Arthritis and osteoarthritis are two different conditions, which patients very often get mixed up. Find out how to tell them apart.
Arthritis: too often a loosely used term
It can sometimes be difficult to understand the various medical terms describing joint pain. The term “arthritis” is a generic term that groups together roughly 100 different joint diseases. The common denominator for these diseases is joint pain. Swelling, redness and loss of mobility can also be part of the overall picture.
In layman’s terms, many people use the term “arthritis” in reference to two diseases in particular: osteoarthritis and rheumatoid arthritis. Yet, these are different disorders. Other diseases are part of the broad category of arthritic disorders, including psoriatic arthritis, ankylosing spondylitis and Paget’s disease.
Osteoarthritis: THEE most common type of arthritis
Who hasn’t heard someone say “I have arthritis” when that person seems quite healthy? Osteoarthritis is often closely related to aging. It is the result of a gradual deterioration of the joints due to various factors, including age, repetitive joint movement, a past injury or obesity.
People who suffer from osteoarthritis are often bothered by joint pain and stiffness. Deformity of the affected joint can sometimes be observed.
How does osteoarthritis develop?
Osteoarthritis is a degenerative disease of the articular cartilage in the joint (smooth, strong and elastic tissue that covers the extremity of bones which form the joint, acting as a shock absorber). Individuals will experience damage to some of their joints over the course of their lifetime.
In the case of osteoarthritis, cartilage is damaged and slowly wears away; the bare bone is then exposed to friction, which over time, contributes to damage and causes pain, discomfort and stiffness. Several joints may be affected by osteoarthritis, including those of the hands, spinal column, hips and knees.
Osteoarthritis is a common health problem in people aged 60 years and older; but it is not a serious condition. However, it may have a significant impact on quality of life.
How do I know if I have osteoarthritis?
It is always necessary to be diagnosed by a doctor. However, you may suffer from osteoarthritis if you are in the following categories:
- You are over 50 years of age.
- You have a family history of osteoarthritis.
- You experience discomfort or pain in one or several joints.
- You have stiff joints, especially when you wake up in the morning.
- You have reduced joint mobility.
- You notice joint deformity or swelling.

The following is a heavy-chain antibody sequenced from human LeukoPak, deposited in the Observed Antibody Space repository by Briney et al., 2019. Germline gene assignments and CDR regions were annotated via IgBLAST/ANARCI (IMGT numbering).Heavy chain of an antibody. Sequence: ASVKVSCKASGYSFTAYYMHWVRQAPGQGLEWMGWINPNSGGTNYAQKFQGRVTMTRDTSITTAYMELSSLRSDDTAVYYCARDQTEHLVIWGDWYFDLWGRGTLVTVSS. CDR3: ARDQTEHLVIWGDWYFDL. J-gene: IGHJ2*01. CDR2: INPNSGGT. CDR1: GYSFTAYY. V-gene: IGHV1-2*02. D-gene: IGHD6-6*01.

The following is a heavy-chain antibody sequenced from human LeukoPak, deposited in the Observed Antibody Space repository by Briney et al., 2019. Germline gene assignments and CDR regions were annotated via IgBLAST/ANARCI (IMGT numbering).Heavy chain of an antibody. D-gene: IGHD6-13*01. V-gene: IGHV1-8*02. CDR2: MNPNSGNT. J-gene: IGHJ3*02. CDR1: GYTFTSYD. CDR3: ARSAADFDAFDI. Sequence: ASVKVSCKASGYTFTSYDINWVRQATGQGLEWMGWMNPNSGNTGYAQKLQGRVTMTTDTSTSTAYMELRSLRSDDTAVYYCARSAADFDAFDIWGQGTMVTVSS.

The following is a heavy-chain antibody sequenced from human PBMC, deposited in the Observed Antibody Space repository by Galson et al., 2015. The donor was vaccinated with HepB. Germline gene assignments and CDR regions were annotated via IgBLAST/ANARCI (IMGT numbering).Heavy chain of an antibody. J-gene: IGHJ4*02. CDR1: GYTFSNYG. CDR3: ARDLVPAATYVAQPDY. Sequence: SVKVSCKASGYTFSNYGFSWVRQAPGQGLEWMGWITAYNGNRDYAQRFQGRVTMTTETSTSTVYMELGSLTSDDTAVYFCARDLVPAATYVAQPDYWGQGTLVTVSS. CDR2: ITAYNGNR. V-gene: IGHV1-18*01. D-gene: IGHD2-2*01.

- One or several joints tend to “lock”.
- You hear a cracking sound when you move the joint.
- Rest relieves joint-related symptoms.
- Your general health is good aside from joint-related symptoms.
Other types of arthritis
Aside from osteoarthritis, it can be said that other types of arthritis have one common characteristic: joint inflammation. The inflammation process may be due to several different factors such as infection, biochemical imbalance or genetic defect. In the case of rheumatoid arthritis, inflammation is due to an immune system imbalance which, to a certain extent, attacks one or more joints.
It isn’t unusual for an individual with a type of arthritis that is not osteoarthritis to have other symptoms than just the affected joints, such as fatigue, fever, general malaise, loss of appetite, etc. Sometimes, nerves and organs (especially the heart or lungs) may be affected.
Arthritis may also accompany another type of disease, for example, psoriatic arthritis affects certain individuals who have psoriasis (a skin disease).
Tips on how to relieve joint pain
If you suffer from joint pain, here are a few tips:
- First, be sure to get a medical diagnosis.
- Learn to recognize your limits and when to rest. Some activities may worsen your symptoms, especially if you have osteoarthritis.
- Exercise, but stick to what you are able to do. Being completely inactive may worsen the problem.
- Lose excess weight so you don’t put stress on your joints.
- Don’t suffer from pain. But always ask your pharmacist or doctor for guidance before taking medication to relieve arthritis pain.
Don't hesitate to speak to your pharmacist for additional information on the different types of arthritis, joint pain or available treatments.